2. Grinding Plates in Stomach: As a way to break down and digest tough Parenid matter, the three stomachs of Quadartuses have two hard convex plates facing each other, occupying opposite sides of each stomach and connected by powerful muscles on their periphery; when Parenid matter enters a stomach, the muscles grind the plates together, mashing up the Parenid matter in between; therefore increasing surface area and absorption efficiency. This makes up for their relatively inefficient chewing ability.

Families (as of 4000 myai)Edit

Oligopecidae (Cockrids, Mitts)Edit

Veloxsilvestrids are the most basal Quadartuses, and as such live and act in a similar environment and behaviour as the first primitive Quadartuses: in forested environments, leading secretive lives. They are small and lithe, ranging in size from 30 centimetres to one metre; and have short, powerful legs supporting a similarly short and stout body, optimal for nimble movement through the undergrowth. They have very weak, short jaws and skulls, and subsist only on fleshy bulbs, unable to properly digest mats or Umbrellachute stems. There are about twenty one species; some species are adept climbers, with sharp gripping claws which allow them to "run" up Umbrellachutes, while some species are burrowers.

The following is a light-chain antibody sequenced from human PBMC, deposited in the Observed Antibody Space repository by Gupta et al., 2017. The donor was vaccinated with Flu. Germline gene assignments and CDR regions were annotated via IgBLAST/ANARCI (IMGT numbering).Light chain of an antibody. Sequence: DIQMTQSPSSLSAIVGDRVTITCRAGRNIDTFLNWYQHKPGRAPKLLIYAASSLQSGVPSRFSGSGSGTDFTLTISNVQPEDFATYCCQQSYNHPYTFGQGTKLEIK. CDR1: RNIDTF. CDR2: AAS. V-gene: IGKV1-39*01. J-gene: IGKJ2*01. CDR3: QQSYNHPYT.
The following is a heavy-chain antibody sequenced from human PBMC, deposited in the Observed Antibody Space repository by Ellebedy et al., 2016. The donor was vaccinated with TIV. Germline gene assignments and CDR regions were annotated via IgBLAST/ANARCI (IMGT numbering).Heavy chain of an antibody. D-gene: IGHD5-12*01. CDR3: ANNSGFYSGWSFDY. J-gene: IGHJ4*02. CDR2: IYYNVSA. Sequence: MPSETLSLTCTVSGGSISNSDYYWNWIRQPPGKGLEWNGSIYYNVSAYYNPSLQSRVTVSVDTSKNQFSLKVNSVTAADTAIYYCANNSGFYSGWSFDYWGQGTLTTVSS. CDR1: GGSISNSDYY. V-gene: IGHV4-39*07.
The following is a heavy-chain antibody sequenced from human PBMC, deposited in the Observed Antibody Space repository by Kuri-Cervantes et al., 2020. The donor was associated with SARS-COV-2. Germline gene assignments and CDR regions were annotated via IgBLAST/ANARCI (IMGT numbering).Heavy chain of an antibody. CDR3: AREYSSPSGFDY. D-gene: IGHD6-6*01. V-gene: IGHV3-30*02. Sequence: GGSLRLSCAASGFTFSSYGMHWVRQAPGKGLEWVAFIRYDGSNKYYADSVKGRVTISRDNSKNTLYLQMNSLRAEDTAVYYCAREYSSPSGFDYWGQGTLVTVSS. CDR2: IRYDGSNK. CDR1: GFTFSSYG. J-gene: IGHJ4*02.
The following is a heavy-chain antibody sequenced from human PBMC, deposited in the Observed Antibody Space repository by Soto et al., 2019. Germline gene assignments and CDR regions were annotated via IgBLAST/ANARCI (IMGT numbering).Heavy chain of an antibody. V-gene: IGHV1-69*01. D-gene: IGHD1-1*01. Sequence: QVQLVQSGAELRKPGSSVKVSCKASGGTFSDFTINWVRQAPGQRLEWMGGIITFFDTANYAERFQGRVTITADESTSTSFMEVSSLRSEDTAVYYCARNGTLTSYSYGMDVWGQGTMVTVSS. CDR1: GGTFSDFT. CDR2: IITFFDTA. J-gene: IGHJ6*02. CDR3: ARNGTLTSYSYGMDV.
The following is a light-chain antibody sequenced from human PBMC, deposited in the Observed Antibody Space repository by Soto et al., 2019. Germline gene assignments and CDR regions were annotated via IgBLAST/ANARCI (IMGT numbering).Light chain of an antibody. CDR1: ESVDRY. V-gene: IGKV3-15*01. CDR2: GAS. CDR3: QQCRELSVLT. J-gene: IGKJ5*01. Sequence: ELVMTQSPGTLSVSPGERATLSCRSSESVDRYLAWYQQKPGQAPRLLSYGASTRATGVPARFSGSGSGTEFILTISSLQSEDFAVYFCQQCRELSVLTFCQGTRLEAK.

Cockrids and Mitts are easily distinguishable for the most part: Cockrids (genus Terrestripecus)  are ground dwelling, with some burrowing species, whilst Mitts (genus Lignupecus) can climb Umbrellachutes and large Bulbushes and spend much of their time there, browsing on Umbrellas and Bulbs.

Altilicaudae (Fattails)Edit

Quadartusidea Color